About 200 million people worldwide are reported to be affected by the consumption of arsenic via contaminated groundwater and food crops. The health risks to humans include chronic respiratory disease, liver fibrosis, cardiovascular diseases, skin cancer, and lung cancer.
What is arsenic, why does rice take it up?
Arsenic is a natural component found in our earth’s crust. The arsenic concentration of Earth’s crust is just 1 to 1.8 mg/kg. It is toxic in its inorganic form and studies have found inorganic arsenic in many rice varieties and rice-based products.
Though pesticides that contain arsenic are mostly banned now, studies have shown that arsenic can remain in the soil for centuries.
Rice plants have a higher tendency to take up arsenic than other cereals as they are grown under submerged soil conditions. This environment increases the dissolved concentration of the chemical that is readily available for the plant.
A paper published in April suggested that arsenic uptake by rice plants can increase with climate change. They note that “elevated temperature can increase arsenic concentrations in rice tissue, exacerbating an existing threat to rice quality and human health.”
Which rice varieties store more arsenic?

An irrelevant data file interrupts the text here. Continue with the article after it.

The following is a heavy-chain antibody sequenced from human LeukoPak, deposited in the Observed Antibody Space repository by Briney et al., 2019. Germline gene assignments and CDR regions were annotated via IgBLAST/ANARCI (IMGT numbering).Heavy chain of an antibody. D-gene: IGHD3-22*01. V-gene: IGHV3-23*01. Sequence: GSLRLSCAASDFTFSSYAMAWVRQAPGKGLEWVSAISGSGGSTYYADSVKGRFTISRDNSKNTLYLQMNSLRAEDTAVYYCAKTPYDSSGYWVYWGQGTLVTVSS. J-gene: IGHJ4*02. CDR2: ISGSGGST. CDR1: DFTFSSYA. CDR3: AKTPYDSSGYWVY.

Previous studies from various countries have shown that some rice varieties (EPAGRI 108, TCSY 837 and Kalijira) have a tendency to accumulate less arsenic in grains while others (BRRI dhan 47, BRRI dhan 32 and IIY 416) accumulate a higher amount.
In the recent work, the team tested 15 rice varieties from three distinct groups — local aromatic rice, high yielding varieties and hybrid rice — in a naturally contaminated field following standard cultivation practices.
They studied the shoot, root at three different growth stages and all fractions of grains (polished rice, bran, husk) for arsenic accumulation.
They noticed that the local aromatic rice varieties such as Radhatilak, Gobindabhog, Badsabhog, Dudheswar accumulated the lowest amount of arsenic.
“This study has confirmed worrisome levels of arsenic in some popular high yielding (Swarna masuri, CR dhan, Pratikhya) and hybrid varieties (Pro-agro, CR dhan, Arize, Rajalaxmi, Ajay) in the market,” says the first author of the paper Rubina Khanam, Scientist from the Crop Production Division of the ICAR-National Rice Research Institute, Cuttack. “The good news is to those consuming local aromatic and few high yielding varieties (Satabdi, Swarna) on a regular basis. We recommend that farmers of arsenuc contaminated areas grow these varieties to curb arsenic toxicity to humans.”
How do I know if my rice has arsenic?
“Currently, there are no home tests that you can do. The best way to be safe is to cook rice in the traditional gruel way and discard the water. A major part of grain arsenic will be eliminated. Try not to pressure cook rice,” says Professor Biswapati Mandal, a co-author from the Department of Agricultural Chemistry and Soil Science, Bidhan Chandra Krishi Viswavidyalaya, West Bengal.
The team adds that our government can give incentives and persuade farmers to grow those screened varieties that accumulate less arsenic in the contaminated areas.